Triticum vulgaris (Wheat) Lectin (WGA)
Wheat germ agglutinin (WGA) is isolated from wheat germ (Triticum vulgaris) and is a protein that reversibly and non-enzymatically binds to N-acetyl-D-glucosamine and sialic acid residues of glycoproteins and glycolipids. This lectin protects Triticum vulgaris from insects, yeast and bacteria. WGA consists of two subunits and has a molecular weight of 36 kDa. It is an acidic protein with an isoelectric point greater than pH 9. WGA has mitogenic activity toward lymphocytes. It agglutinates erythrocytes (rabbit erythrocytes at less than 0.1 µg/ml following trypsin treatment of the cells) and most types of malignant cells.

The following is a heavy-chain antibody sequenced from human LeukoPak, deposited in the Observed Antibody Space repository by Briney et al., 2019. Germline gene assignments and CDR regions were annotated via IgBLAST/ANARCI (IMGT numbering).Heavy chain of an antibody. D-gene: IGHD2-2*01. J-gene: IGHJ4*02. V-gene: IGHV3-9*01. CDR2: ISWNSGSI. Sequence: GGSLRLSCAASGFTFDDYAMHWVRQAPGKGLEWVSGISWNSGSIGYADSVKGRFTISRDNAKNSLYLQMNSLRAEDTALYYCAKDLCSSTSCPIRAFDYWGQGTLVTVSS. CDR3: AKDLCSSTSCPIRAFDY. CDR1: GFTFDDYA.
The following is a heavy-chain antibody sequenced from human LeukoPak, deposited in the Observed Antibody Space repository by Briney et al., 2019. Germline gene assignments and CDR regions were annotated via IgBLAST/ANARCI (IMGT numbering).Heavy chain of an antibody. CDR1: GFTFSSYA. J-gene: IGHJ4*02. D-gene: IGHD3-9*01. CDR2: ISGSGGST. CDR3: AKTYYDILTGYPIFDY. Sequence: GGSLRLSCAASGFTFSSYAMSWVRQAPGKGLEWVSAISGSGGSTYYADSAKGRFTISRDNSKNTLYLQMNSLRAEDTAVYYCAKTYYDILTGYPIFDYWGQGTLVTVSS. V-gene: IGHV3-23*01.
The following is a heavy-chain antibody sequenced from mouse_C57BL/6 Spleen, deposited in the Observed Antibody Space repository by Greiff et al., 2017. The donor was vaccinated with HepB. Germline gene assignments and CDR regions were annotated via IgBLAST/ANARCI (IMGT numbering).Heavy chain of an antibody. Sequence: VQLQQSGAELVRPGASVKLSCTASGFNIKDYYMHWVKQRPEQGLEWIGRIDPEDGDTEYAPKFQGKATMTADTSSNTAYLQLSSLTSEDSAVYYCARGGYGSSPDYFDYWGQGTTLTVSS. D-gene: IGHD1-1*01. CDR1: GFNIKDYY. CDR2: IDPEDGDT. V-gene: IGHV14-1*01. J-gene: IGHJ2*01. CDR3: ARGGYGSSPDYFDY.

Studies show that WGA is very effective in enhancing the rate of glucose oxidation in isolated fat cells (maximal effects similar to that achieved with insulin). Studies also report that this lectin inhibits C5a receptor interaction, which has the implications of receptor micro-heterogeneity and ligand binding sites.
Native WGA has also been reported to interact with some glycoproteins via sialic acid residues (succinylated WGA). This lectin is used for the purification of insulin receptors and for neuronal tracing.